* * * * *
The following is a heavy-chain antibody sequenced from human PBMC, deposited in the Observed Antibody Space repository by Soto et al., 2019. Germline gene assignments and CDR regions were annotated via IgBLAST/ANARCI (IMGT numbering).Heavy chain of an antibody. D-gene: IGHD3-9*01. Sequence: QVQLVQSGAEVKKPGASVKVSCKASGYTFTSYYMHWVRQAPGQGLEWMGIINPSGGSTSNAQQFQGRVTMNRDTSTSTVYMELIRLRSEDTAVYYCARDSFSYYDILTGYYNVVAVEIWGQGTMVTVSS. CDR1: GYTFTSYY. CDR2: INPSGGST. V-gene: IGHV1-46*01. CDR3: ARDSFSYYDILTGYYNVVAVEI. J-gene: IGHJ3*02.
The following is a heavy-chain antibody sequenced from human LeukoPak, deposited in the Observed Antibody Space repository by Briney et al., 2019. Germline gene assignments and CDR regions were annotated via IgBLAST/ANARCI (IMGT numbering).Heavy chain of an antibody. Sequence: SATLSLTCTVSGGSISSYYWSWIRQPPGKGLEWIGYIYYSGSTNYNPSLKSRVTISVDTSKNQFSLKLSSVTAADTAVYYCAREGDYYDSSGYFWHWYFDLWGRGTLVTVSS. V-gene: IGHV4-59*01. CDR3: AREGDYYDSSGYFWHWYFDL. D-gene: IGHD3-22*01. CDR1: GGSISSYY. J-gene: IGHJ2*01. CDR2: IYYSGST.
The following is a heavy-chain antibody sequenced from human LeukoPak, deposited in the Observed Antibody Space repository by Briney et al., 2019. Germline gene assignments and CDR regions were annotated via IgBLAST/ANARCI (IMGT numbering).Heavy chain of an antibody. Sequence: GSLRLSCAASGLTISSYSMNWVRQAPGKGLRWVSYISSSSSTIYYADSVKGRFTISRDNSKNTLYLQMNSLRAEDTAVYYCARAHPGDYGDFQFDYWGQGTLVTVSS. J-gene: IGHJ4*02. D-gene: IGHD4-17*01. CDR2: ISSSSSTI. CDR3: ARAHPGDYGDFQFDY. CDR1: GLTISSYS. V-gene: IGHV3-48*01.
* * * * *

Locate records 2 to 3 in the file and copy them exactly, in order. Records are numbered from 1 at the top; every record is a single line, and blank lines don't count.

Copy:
The following is a heavy-chain antibody sequenced from human LeukoPak, deposited in the Observed Antibody Space repository by Briney et al., 2019. Germline gene assignments and CDR regions were annotated via IgBLAST/ANARCI (IMGT numbering).Heavy chain of an antibody. Sequence: SATLSLTCTVSGGSISSYYWSWIRQPPGKGLEWIGYIYYSGSTNYNPSLKSRVTISVDTSKNQFSLKLSSVTAADTAVYYCAREGDYYDSSGYFWHWYFDLWGRGTLVTVSS. V-gene: IGHV4-59*01. CDR3: AREGDYYDSSGYFWHWYFDL. D-gene: IGHD3-22*01. CDR1: GGSISSYY. J-gene: IGHJ2*01. CDR2: IYYSGST.
The following is a heavy-chain antibody sequenced from human LeukoPak, deposited in the Observed Antibody Space repository by Briney et al., 2019. Germline gene assignments and CDR regions were annotated via IgBLAST/ANARCI (IMGT numbering).Heavy chain of an antibody. Sequence: GSLRLSCAASGLTISSYSMNWVRQAPGKGLRWVSYISSSSSTIYYADSVKGRFTISRDNSKNTLYLQMNSLRAEDTAVYYCARAHPGDYGDFQFDYWGQGTLVTVSS. J-gene: IGHJ4*02. D-gene: IGHD4-17*01. CDR2: ISSSSSTI. CDR3: ARAHPGDYGDFQFDY. CDR1: GLTISSYS. V-gene: IGHV3-48*01.